With the rapid growth of modern medicine and awareness in lifestyle and environmental influences, individuals can live longer and healthier lives. Approximately 15.2 percent of the U.S. population consists of individuals 65 years and older. To make the added years of life expectancy fulfilling, older adults need to stay socially connected and involved. One key method is through the development of meaningful relationships. Through the intergenerational paradigm, researchers have recognized a mutually beneficial relationship for both older and younger generations.

The focus on relationships between the young and the old has been centered around the historical and cultural bond. Traditionally, family dynamics were structured to allow elders to share their wisdom and experiences with the younger generations while also establishing the family’s norms and values. However, the social and economic changes have led to family structures to be transformed from single units to more complex and involved relationships. With the different family dynamics of single-working parents and two-working parents, there has been an increase in job opportunities. For this reason, many families move to newer cities and areas where there is higher job availability to support the family’s financial needs. These changes have separated the two generations and have left them both missing key relationships of life that can improve their overall well-being.

The familial changes occurring across the globe have disconnected both the young and older generations, which have traditionally shown to be a beneficial bond across different spectrums. While elder family members have the ability to serve as a resource for wisdom, support, and advice based on their past life experiences, younger individuals have just as much to offer to them. Younger family members have the ability to provide up-to-date insights socially and technologically, along with unconditional love, support, and encouragement to their older loved ones. With the recognition of this symbiotic relationship, bridging the gap between these two generations can benefit society as a whole. One way to lessen the gap is through mentorship. Since both parties have unique skills and knowledge to offer one another, establishing a mutual mentoring relationship would allow individuals to share information and connect.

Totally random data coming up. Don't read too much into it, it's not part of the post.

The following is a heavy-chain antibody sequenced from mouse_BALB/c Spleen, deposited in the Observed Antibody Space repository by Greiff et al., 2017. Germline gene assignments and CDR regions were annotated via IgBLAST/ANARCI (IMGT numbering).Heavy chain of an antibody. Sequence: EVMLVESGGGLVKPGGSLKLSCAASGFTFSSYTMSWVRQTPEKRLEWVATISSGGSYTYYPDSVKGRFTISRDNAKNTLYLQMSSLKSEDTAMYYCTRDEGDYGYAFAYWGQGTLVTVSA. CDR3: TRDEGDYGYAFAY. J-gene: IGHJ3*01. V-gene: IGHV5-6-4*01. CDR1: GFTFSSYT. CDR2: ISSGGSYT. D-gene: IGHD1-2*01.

The intergenerational approach strives to mimic the relationships between older and younger individuals to promote social growth and learning. However, the challenge is to mimic the natural bond with non-biologically related individuals. To overcome this barrier, intergenerational models have been developed to strengthen the mutual relationship between both generations. These models are grounded in social development theories such as Erikson’s Theory of Psychosocial Development. The theoretical foundations highlight the parallel growth of young and old generations and how each requires one another to surpass their own developmental stages.

Most older adults are considered to be in the final stage of psychosocial development in which one considers their productivity and accomplishments over the course of their life. When one is successful in this stage, they achieve the virtue of wisdom. This comes with accepting one’s life and its endeavors while also finding it meaningful and complete. Establishing the mentor/teacher learning model allows older adults to be reminded and appreciate the life experiences they faced and the skills they learned from it to help serve as a guide to the coming generations. Likewise, older adults gain the opportunity to share their skills and learn about contemporary youth and their behaviors and personalities. These programs have shown improvements in younger individual’s self-esteem, interest levels in subjects such as language arts, attendance rates in schools, and in their literacy levels. Older adults also reported a 56 percent positive change in attitudes towards children and a 73 percent increase in overall satisfaction with life and wellbeing.

While intergenerational programs are an excellent way to connect generations, the approach we use to establish this program is key. Many of the existing intergenerational models are based around the idea of one generation filling in the gap for what’s missing. However, the key to a successful intergenerational model is to build mutual meaningful relationships between the generations in which both generations feel like they have something to contribute and gain from the relationship.

Another key element found in intergenerational relationships models focuses on the social capital gained as both generations work together toward a common goal. This paradigm highlights the unequal access to social capital for the young and the old due to the recent social and economic changes of the 20th century. To address the unequal accessibility, research studies emphasize the key mechanism to be learning. Through learning, one can build social capital through the interactions and connections they develop from the shared relationships and influences, including trust, reciprocity, and empowerment.

The recent development of programs grounded in the intergenerational paradigm recognizes the different needs of older generations and younger generations and utilize their individual strengths to bridge the gap. Through the implementation of intergenerational programs, not only are older adults gaining a sense of companionship and someone to share their knowledge and experiences with, but the youth are gaining the guidance and encouragement they need to shine in the rapidly excelling world.

Satya Moolani is a medical student.

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